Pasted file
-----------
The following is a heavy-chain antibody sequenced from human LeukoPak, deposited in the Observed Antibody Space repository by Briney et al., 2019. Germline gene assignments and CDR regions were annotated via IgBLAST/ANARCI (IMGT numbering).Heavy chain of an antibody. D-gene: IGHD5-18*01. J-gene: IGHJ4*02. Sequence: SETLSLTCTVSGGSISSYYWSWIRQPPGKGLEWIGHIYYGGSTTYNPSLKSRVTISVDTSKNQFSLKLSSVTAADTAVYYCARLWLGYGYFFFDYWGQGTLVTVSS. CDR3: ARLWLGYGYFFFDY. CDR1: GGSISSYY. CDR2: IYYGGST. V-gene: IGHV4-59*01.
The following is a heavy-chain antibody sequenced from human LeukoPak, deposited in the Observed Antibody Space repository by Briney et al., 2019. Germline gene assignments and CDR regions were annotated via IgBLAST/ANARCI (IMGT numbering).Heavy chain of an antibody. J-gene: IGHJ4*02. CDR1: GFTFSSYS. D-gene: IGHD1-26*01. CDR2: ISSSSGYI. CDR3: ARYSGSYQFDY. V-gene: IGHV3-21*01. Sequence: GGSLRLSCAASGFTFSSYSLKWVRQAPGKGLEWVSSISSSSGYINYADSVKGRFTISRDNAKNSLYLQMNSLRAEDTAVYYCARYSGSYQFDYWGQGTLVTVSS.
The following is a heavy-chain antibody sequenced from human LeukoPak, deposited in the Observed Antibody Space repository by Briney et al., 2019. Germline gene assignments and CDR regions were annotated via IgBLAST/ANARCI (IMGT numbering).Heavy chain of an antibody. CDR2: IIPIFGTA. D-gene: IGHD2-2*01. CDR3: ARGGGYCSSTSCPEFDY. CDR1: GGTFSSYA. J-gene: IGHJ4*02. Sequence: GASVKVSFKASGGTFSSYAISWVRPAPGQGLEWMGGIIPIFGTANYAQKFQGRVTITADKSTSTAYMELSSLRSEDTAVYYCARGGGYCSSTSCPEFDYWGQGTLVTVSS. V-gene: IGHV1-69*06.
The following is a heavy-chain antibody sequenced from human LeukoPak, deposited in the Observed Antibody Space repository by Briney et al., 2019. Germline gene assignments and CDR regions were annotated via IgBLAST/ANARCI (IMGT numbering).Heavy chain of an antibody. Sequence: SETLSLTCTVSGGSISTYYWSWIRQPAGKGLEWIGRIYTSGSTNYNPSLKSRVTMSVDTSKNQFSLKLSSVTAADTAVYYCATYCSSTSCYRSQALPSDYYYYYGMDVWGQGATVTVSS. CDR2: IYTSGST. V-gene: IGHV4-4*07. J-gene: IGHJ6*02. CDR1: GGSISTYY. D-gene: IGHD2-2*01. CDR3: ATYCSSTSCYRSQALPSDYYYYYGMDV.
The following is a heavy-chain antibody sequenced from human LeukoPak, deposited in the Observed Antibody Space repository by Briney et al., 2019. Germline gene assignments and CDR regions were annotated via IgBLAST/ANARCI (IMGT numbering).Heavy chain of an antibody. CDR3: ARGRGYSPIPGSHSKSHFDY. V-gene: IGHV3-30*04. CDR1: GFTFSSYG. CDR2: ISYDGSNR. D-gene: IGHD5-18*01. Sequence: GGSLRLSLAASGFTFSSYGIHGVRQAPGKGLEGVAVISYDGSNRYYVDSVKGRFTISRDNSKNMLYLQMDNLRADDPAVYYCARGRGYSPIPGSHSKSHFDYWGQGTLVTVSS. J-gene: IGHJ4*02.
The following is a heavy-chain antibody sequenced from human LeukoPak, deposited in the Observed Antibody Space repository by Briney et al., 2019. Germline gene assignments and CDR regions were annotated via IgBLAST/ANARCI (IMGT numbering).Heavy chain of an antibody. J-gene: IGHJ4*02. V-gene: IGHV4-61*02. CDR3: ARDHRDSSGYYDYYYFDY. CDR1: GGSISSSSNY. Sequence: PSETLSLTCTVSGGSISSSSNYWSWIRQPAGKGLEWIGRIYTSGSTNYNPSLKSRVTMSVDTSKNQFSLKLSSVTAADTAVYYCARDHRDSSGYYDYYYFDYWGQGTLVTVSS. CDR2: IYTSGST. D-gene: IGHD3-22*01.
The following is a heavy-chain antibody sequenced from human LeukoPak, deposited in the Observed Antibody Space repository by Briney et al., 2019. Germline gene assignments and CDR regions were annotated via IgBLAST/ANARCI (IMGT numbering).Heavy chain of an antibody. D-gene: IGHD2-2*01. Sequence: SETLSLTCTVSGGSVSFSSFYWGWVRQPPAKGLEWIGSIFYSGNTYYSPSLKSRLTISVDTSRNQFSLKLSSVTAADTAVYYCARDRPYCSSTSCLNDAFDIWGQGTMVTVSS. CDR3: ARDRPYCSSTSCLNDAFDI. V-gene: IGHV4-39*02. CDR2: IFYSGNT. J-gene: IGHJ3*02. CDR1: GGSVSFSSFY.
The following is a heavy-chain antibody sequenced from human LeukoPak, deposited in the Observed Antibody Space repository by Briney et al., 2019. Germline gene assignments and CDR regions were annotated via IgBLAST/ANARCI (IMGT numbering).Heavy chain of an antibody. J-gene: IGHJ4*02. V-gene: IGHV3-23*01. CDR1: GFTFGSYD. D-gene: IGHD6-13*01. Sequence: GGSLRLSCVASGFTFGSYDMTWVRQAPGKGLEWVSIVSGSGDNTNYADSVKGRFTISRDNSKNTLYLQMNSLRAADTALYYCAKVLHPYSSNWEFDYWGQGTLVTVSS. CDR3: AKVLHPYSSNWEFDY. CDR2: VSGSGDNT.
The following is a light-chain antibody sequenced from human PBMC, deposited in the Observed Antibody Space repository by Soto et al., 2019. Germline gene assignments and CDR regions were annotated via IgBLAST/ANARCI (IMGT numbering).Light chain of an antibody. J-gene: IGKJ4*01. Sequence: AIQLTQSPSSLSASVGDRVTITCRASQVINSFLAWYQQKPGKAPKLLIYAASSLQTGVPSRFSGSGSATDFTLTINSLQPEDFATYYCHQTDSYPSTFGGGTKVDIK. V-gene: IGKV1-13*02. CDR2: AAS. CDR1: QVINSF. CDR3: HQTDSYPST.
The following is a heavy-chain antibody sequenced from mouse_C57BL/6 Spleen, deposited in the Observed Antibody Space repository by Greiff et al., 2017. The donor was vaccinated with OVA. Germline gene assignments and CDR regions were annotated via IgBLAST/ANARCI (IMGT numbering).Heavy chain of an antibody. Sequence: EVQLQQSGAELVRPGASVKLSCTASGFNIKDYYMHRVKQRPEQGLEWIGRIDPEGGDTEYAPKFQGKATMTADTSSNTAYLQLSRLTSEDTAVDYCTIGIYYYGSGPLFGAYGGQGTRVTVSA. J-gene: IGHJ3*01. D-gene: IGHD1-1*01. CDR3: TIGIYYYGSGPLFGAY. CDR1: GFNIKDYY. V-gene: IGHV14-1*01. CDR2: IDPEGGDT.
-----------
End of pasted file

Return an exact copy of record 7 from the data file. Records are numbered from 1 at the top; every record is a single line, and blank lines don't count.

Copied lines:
The following is a heavy-chain antibody sequenced from human LeukoPak, deposited in the Observed Antibody Space repository by Briney et al., 2019. Germline gene assignments and CDR regions were annotated via IgBLAST/ANARCI (IMGT numbering).Heavy chain of an antibody. D-gene: IGHD2-2*01. Sequence: SETLSLTCTVSGGSVSFSSFYWGWVRQPPAKGLEWIGSIFYSGNTYYSPSLKSRLTISVDTSRNQFSLKLSSVTAADTAVYYCARDRPYCSSTSCLNDAFDIWGQGTMVTVSS. CDR3: ARDRPYCSSTSCLNDAFDI. V-gene: IGHV4-39*02. CDR2: IFYSGNT. J-gene: IGHJ3*02. CDR1: GGSVSFSSFY.